On July 14, 2015, much of the world gave a sigh of relief as the Joint Comprehensive Plan of Action (JCPOA) regarding the Islamic Republic of Iran’s nuclear program was announced.
At best, the comprehensive agreement is the kind of policy that instills hope in global diplomacy and solidifies presidential legacies. Despite years of multilateral negotiations, however, some critics believe that Iran remains a substantial threat to U.S. and global security. Many of the agreement’s critics cite Iran’s habitual use of asymmetric warfare and deterrence as reason to speculate that the joint agreement will not only fail but will increase Iran’s nuclear threat. This commentary inventories alternatives to the JCPOA and the pros and cons of each of these policies. A specific evaluation of Israel’s future policy towards Iran is also essential because the JCPOA has the potential to affect Israel’s strategy the most.
With the acceptance of the JCPOA, most influential governments from around the world adopted very similar nuclear deterrence strategies with regard to the Iran nuclear program. The White House has assured the U.S. public and other interested parties that the deal will create transparency that “ensures sanctions can be snapped back into place if Iran violates the deal.” Despite these assurances, Scott Sagan importantly illustrates, “Washington learned with India and Pakistan in the 1980s and 1990s, sanctions only increase the cost of going nuclear; they do not reduce the ability of a determined government to get the bomb.” Because of this potential complication, it is important to evaluate other viable options for deterring Iran from attaining a nuclear arsenal.
There are three primary options that could extend deterrence to the region: a multilateral agreement, a regional security system, and the ‘Holocaust’ declaration. The multilateral agreement, as Carlo Masala explains, “entails the great nuclear P5 powers declaring their willingness and readiness to defend Israel and the Arab states, by nuclear means if necessary, if Iran attacks.” If the P5 countries announced their willingness to such an arrangement, then Iran may feel less inclined to become hostile towards regional adversaries. The problem with this strategy is that it does not address the question of the P5 countries using nuclear weapons if Iran simply breaches the terms of the JCPOA. In other words, if Iran chooses to incrementally breach aspects of the agreement with more and more severity, will the P5 countries have the resolve to use force to stop Iran from acquiring a nuclear weapon? Additionally, even if a multilateral agreement such as this were reached, there is no reason to believe that the Israelis would view the guarantee as credible.
The second option that has been considered is the idea of a regional security system. The notion behind this strategy is that a security team or alliance would have a security plan with a single goal: to deter a nuclear Iran. The security team would be comprised of Arab states, Israel, as well as external powers like the U.S. and possibly Russia. The participants would commit themselves to defend any member of the system attacked by any means necessary. Again, there is potential with this strategy, but there are two major conflicts that could hinder its success. The first dilemma is the commitment of external powers to the success of the security system. Unsurprisingly, countries like Russia and China have been eager to conduct business with Iran, even while Iran was under sanctions. To be fully committed to the success of a security system such as this would require these external powers to be more concerned with regional issues and less concerned with the prosperity of their own economies. That may be too high of a demand. The second dilemma, and most important, is a security system and agreement such as this would have a high probability of ineffectiveness or even collapse due to the estranged relationship between Israel and Arab states and the U.S. and Arab states.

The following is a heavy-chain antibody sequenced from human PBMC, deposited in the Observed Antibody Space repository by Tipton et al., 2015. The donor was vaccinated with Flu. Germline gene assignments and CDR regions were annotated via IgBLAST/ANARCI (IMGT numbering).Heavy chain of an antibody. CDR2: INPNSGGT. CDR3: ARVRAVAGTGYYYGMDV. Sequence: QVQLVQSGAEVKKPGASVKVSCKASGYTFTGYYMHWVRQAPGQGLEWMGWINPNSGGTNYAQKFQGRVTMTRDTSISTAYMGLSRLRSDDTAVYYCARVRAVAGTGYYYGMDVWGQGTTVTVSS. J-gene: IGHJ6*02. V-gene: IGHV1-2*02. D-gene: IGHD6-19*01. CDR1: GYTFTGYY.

The third and final option is what Charles Krauthammer has named “The Holocaust Declaration”. The basic idea of this policy would be to treat any aggression by Iran towards another state, particularly Israel, as an act of aggression towards the U.S. Krauthammer argues that the greatest deterrence towards Iran can be declared by adopting and rephrasing Kennedy’s language during the Cuban Missile Crisis: “It shall be the policy of this nation to regard any nuclear attack upon Israel by Iran, or originating in Iran, as an attack by Iran on the United States, requiring a full retaliatory response upon Iran.” This final option may be the best for deterring Iran if the U.S. wants to consider an action besides reinstituting sanctions. But this strategy has flaws as well. By making the declaration that an attack against Israel would be viewed as an attack against the U.S., it could lead other nations within the region to believe that Israel is the only country valued by the U.S. This could make an already shaky relationship between the U.S. and Arab nations deteriorate even further.